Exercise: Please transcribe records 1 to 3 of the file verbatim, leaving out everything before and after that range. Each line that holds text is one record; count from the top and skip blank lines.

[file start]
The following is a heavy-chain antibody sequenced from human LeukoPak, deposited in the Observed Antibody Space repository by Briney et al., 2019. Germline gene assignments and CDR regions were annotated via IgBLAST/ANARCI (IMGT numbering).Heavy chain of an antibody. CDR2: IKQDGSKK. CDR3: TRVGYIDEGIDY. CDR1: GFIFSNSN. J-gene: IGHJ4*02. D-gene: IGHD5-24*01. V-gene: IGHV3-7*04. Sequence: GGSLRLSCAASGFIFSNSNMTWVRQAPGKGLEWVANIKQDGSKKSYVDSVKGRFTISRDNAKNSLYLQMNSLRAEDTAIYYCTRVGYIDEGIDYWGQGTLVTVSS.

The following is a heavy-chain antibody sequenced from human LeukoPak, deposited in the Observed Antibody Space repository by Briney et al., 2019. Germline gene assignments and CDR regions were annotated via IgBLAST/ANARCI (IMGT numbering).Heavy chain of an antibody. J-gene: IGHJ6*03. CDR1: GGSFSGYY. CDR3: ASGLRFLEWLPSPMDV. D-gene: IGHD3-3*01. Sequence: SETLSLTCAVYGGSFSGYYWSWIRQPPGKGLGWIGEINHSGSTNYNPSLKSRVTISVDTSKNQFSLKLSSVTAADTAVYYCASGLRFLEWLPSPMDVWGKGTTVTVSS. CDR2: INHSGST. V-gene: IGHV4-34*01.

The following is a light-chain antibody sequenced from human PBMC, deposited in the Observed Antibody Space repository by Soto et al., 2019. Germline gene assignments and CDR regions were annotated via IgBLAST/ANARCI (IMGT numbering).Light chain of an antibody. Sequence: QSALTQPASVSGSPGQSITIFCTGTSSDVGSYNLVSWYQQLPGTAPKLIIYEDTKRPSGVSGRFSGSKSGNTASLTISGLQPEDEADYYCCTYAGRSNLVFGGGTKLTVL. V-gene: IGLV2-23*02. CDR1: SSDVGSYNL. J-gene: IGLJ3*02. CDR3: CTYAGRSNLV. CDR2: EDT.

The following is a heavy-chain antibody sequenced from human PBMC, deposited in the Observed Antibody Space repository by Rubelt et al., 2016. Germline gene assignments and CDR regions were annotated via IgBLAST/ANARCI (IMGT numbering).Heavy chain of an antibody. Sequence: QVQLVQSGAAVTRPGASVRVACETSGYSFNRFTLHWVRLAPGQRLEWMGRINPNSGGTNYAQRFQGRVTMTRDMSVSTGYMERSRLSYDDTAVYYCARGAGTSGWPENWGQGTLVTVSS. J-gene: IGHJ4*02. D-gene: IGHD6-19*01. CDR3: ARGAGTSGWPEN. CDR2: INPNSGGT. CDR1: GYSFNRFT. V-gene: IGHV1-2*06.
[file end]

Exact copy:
The following is a heavy-chain antibody sequenced from human LeukoPak, deposited in the Observed Antibody Space repository by Briney et al., 2019. Germline gene assignments and CDR regions were annotated via IgBLAST/ANARCI (IMGT numbering).Heavy chain of an antibody. CDR2: IKQDGSKK. CDR3: TRVGYIDEGIDY. CDR1: GFIFSNSN. J-gene: IGHJ4*02. D-gene: IGHD5-24*01. V-gene: IGHV3-7*04. Sequence: GGSLRLSCAASGFIFSNSNMTWVRQAPGKGLEWVANIKQDGSKKSYVDSVKGRFTISRDNAKNSLYLQMNSLRAEDTAIYYCTRVGYIDEGIDYWGQGTLVTVSS.

The following is a heavy-chain antibody sequenced from human LeukoPak, deposited in the Observed Antibody Space repository by Briney et al., 2019. Germline gene assignments and CDR regions were annotated via IgBLAST/ANARCI (IMGT numbering).Heavy chain of an antibody. J-gene: IGHJ6*03. CDR1: GGSFSGYY. CDR3: ASGLRFLEWLPSPMDV. D-gene: IGHD3-3*01. Sequence: SETLSLTCAVYGGSFSGYYWSWIRQPPGKGLGWIGEINHSGSTNYNPSLKSRVTISVDTSKNQFSLKLSSVTAADTAVYYCASGLRFLEWLPSPMDVWGKGTTVTVSS. CDR2: INHSGST. V-gene: IGHV4-34*01.

The following is a light-chain antibody sequenced from human PBMC, deposited in the Observed Antibody Space repository by Soto et al., 2019. Germline gene assignments and CDR regions were annotated via IgBLAST/ANARCI (IMGT numbering).Light chain of an antibody. Sequence: QSALTQPASVSGSPGQSITIFCTGTSSDVGSYNLVSWYQQLPGTAPKLIIYEDTKRPSGVSGRFSGSKSGNTASLTISGLQPEDEADYYCCTYAGRSNLVFGGGTKLTVL. V-gene: IGLV2-23*02. CDR1: SSDVGSYNL. J-gene: IGLJ3*02. CDR3: CTYAGRSNLV. CDR2: EDT.